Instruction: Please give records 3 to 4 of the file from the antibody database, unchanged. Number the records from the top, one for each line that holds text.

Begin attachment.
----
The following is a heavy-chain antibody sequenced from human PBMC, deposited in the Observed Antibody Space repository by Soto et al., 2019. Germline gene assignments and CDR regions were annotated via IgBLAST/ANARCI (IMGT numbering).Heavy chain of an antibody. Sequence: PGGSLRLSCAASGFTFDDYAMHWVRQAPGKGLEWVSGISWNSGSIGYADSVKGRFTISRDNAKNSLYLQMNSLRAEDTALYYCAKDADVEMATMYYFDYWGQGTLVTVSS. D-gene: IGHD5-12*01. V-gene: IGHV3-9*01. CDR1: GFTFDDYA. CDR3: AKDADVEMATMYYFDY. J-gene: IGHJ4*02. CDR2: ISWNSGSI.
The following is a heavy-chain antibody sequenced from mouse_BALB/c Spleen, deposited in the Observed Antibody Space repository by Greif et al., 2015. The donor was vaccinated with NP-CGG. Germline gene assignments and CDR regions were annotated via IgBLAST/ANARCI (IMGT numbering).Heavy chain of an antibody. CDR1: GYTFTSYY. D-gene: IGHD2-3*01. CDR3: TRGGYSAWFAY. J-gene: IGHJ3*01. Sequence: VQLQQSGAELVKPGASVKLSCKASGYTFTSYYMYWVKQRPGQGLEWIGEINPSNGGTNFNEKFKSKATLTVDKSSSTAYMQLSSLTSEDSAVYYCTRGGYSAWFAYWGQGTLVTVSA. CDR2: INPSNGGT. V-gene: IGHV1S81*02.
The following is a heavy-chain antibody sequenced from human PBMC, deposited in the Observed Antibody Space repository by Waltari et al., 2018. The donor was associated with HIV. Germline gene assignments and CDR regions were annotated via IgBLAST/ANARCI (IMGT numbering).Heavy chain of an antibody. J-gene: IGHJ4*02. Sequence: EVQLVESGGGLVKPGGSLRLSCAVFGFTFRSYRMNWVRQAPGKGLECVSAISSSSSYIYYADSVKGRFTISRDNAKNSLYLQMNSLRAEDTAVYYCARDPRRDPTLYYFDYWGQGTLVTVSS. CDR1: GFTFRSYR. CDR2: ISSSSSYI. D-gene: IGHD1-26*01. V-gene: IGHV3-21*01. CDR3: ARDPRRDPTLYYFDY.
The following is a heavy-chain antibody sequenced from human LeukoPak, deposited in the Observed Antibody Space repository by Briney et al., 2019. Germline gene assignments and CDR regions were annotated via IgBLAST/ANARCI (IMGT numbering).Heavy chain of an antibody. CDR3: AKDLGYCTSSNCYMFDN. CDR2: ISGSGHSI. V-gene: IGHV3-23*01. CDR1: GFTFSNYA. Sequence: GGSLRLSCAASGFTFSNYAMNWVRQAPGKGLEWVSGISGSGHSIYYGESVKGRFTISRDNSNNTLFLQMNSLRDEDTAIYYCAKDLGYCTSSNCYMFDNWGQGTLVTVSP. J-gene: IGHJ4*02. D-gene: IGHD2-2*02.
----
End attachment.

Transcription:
The following is a heavy-chain antibody sequenced from human PBMC, deposited in the Observed Antibody Space repository by Waltari et al., 2018. The donor was associated with HIV. Germline gene assignments and CDR regions were annotated via IgBLAST/ANARCI (IMGT numbering).Heavy chain of an antibody. J-gene: IGHJ4*02. Sequence: EVQLVESGGGLVKPGGSLRLSCAVFGFTFRSYRMNWVRQAPGKGLECVSAISSSSSYIYYADSVKGRFTISRDNAKNSLYLQMNSLRAEDTAVYYCARDPRRDPTLYYFDYWGQGTLVTVSS. CDR1: GFTFRSYR. CDR2: ISSSSSYI. D-gene: IGHD1-26*01. V-gene: IGHV3-21*01. CDR3: ARDPRRDPTLYYFDY.
The following is a heavy-chain antibody sequenced from human LeukoPak, deposited in the Observed Antibody Space repository by Briney et al., 2019. Germline gene assignments and CDR regions were annotated via IgBLAST/ANARCI (IMGT numbering).Heavy chain of an antibody. CDR3: AKDLGYCTSSNCYMFDN. CDR2: ISGSGHSI. V-gene: IGHV3-23*01. CDR1: GFTFSNYA. Sequence: GGSLRLSCAASGFTFSNYAMNWVRQAPGKGLEWVSGISGSGHSIYYGESVKGRFTISRDNSNNTLFLQMNSLRDEDTAIYYCAKDLGYCTSSNCYMFDNWGQGTLVTVSP. J-gene: IGHJ4*02. D-gene: IGHD2-2*02.